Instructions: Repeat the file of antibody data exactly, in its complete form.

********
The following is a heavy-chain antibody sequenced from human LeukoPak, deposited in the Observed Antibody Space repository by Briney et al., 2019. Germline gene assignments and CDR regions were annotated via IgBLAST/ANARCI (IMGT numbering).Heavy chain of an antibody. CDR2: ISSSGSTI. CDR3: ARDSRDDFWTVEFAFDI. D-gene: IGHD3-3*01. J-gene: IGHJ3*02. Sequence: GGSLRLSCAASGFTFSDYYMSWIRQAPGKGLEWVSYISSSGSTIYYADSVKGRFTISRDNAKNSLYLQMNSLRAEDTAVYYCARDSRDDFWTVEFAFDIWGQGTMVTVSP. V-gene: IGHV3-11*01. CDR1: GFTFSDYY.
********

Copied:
The following is a heavy-chain antibody sequenced from human LeukoPak, deposited in the Observed Antibody Space repository by Briney et al., 2019. Germline gene assignments and CDR regions were annotated via IgBLAST/ANARCI (IMGT numbering).Heavy chain of an antibody. CDR2: ISSSGSTI. CDR3: ARDSRDDFWTVEFAFDI. D-gene: IGHD3-3*01. J-gene: IGHJ3*02. Sequence: GGSLRLSCAASGFTFSDYYMSWIRQAPGKGLEWVSYISSSGSTIYYADSVKGRFTISRDNAKNSLYLQMNSLRAEDTAVYYCARDSRDDFWTVEFAFDIWGQGTMVTVSP. V-gene: IGHV3-11*01. CDR1: GFTFSDYY.